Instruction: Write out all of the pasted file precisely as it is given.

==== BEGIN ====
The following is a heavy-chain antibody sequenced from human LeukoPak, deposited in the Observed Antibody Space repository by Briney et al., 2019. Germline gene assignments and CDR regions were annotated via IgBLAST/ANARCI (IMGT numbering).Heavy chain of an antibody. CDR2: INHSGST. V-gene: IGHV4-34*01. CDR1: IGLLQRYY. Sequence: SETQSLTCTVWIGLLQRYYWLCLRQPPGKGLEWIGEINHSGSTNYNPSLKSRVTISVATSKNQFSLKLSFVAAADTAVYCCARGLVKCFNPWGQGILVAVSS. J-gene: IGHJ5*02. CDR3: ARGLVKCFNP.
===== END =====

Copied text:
The following is a heavy-chain antibody sequenced from human LeukoPak, deposited in the Observed Antibody Space repository by Briney et al., 2019. Germline gene assignments and CDR regions were annotated via IgBLAST/ANARCI (IMGT numbering).Heavy chain of an antibody. CDR2: INHSGST. V-gene: IGHV4-34*01. CDR1: IGLLQRYY. Sequence: SETQSLTCTVWIGLLQRYYWLCLRQPPGKGLEWIGEINHSGSTNYNPSLKSRVTISVATSKNQFSLKLSFVAAADTAVYCCARGLVKCFNPWGQGILVAVSS. J-gene: IGHJ5*02. CDR3: ARGLVKCFNP.